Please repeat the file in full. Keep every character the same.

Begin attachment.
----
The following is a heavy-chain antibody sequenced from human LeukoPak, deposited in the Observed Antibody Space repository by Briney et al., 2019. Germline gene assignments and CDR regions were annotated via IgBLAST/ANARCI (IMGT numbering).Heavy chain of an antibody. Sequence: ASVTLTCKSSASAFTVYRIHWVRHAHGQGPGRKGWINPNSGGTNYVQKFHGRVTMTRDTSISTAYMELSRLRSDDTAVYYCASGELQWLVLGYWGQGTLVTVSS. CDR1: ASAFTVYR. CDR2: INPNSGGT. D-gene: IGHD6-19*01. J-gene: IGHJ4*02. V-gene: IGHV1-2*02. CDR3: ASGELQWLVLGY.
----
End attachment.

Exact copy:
The following is a heavy-chain antibody sequenced from human LeukoPak, deposited in the Observed Antibody Space repository by Briney et al., 2019. Germline gene assignments and CDR regions were annotated via IgBLAST/ANARCI (IMGT numbering).Heavy chain of an antibody. Sequence: ASVTLTCKSSASAFTVYRIHWVRHAHGQGPGRKGWINPNSGGTNYVQKFHGRVTMTRDTSISTAYMELSRLRSDDTAVYYCASGELQWLVLGYWGQGTLVTVSS. CDR1: ASAFTVYR. CDR2: INPNSGGT. D-gene: IGHD6-19*01. J-gene: IGHJ4*02. V-gene: IGHV1-2*02. CDR3: ASGELQWLVLGY.